1) Decide whether it's an A or B race for you. If it's not the key race of your season you can see it as more of a stepping stone to your main goal. If it's just a B race you'll feel more relaxed and you won't need to taper for so long before the race.
2) Set yourself not just a "best case" target but an "OK" and "acceptable" targets. That way you're mentally prepared if the race doesn't pan out exactly as you want.
3) If it's possible check out the race course beforehand. Then close your eyes and visualise yourself at key landmarks during the race. You're running strongly. You cross the line, smiling, your arms raised.
As Paula Radcliffe writes in her book "How to Run"
"I use this technique (visualisation) a lot in race preparation. I visualise how I might act in a few scenarios that could unfold during the race (always calmly and in control); and I consistently conjure up a vision of myself crossing the finish line in the best possible shape and form."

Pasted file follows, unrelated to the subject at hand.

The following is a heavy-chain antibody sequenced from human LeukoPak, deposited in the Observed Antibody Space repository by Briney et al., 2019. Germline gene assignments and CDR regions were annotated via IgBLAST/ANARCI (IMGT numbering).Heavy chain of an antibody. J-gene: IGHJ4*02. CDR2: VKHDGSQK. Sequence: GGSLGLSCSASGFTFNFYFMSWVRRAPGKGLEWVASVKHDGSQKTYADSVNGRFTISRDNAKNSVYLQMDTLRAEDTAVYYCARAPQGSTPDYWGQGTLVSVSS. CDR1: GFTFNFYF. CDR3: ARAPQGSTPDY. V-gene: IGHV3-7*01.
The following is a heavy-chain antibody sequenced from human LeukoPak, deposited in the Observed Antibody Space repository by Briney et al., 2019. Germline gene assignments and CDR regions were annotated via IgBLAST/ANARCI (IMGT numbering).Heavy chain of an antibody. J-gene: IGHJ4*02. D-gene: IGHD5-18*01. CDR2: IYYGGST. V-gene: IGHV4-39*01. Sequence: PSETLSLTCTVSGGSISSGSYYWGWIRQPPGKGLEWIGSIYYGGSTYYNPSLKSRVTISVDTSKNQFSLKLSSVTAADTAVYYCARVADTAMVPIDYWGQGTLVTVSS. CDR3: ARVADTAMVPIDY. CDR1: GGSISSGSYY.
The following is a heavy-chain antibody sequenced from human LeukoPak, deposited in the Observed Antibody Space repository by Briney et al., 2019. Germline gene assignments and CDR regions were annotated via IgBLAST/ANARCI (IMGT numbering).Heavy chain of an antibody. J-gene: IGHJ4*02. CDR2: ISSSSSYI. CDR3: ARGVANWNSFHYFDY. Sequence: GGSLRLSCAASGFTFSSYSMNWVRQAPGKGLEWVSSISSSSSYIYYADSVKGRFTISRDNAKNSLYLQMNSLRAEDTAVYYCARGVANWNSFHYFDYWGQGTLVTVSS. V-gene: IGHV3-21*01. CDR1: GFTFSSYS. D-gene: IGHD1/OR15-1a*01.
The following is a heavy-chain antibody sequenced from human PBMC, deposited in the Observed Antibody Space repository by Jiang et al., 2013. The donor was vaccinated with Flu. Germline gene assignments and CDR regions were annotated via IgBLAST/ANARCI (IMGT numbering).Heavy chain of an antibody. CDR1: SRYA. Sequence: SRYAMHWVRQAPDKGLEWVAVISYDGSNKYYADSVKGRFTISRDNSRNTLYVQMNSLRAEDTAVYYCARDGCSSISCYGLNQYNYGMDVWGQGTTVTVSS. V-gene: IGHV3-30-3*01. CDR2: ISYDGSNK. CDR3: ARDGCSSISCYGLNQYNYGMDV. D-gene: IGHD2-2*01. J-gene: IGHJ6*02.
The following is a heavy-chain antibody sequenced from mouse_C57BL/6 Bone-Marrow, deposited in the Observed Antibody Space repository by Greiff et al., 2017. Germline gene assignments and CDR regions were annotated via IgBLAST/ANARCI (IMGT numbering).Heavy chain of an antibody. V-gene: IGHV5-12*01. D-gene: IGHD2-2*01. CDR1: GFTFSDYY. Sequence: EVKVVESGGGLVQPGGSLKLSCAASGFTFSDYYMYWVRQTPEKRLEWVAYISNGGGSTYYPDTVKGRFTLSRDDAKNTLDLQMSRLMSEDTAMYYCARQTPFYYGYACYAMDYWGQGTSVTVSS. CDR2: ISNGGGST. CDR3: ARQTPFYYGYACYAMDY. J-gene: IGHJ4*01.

4) Wear red. A German study found that athletes who wear red perform better than those in other colours. This may be because wearing red makes people feel confident and may also intimidate other competitors.
5) Try to relax before and during the race. This might be meditation or whatever works for you. You can't run well if you're not relaxed. Look at Usain Bolt and Haile Gebrselassie on the start line. They're joking around and grinning - then they go on to win!